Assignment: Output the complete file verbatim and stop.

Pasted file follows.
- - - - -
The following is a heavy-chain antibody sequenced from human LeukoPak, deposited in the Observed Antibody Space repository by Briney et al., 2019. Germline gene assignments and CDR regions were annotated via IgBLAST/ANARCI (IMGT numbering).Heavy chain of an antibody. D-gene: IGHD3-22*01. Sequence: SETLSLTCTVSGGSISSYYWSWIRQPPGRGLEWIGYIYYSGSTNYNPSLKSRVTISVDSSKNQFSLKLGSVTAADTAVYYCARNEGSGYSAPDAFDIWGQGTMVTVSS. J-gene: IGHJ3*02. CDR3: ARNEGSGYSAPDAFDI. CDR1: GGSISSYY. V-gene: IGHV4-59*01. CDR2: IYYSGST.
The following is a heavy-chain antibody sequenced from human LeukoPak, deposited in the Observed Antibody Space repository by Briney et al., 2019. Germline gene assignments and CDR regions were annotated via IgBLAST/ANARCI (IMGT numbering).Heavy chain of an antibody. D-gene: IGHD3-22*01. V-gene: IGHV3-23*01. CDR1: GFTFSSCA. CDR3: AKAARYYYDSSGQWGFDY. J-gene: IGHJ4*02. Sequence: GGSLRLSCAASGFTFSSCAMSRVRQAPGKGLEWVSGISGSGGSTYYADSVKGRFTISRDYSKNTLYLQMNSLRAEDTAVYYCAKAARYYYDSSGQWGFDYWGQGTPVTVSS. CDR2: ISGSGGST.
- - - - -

The following is a heavy-chain antibody sequenced from human LeukoPak, deposited in the Observed Antibody Space repository by Briney et al., 2019. Germline gene assignments and CDR regions were annotated via IgBLAST/ANARCI (IMGT numbering).Heavy chain of an antibody. D-gene: IGHD3-22*01. Sequence: SETLSLTCTVSGGSISSYYWSWIRQPPGRGLEWIGYIYYSGSTNYNPSLKSRVTISVDSSKNQFSLKLGSVTAADTAVYYCARNEGSGYSAPDAFDIWGQGTMVTVSS. J-gene: IGHJ3*02. CDR3: ARNEGSGYSAPDAFDI. CDR1: GGSISSYY. V-gene: IGHV4-59*01. CDR2: IYYSGST.
The following is a heavy-chain antibody sequenced from human LeukoPak, deposited in the Observed Antibody Space repository by Briney et al., 2019. Germline gene assignments and CDR regions were annotated via IgBLAST/ANARCI (IMGT numbering).Heavy chain of an antibody. D-gene: IGHD3-22*01. V-gene: IGHV3-23*01. CDR1: GFTFSSCA. CDR3: AKAARYYYDSSGQWGFDY. J-gene: IGHJ4*02. Sequence: GGSLRLSCAASGFTFSSCAMSRVRQAPGKGLEWVSGISGSGGSTYYADSVKGRFTISRDYSKNTLYLQMNSLRAEDTAVYYCAKAARYYYDSSGQWGFDYWGQGTPVTVSS. CDR2: ISGSGGST.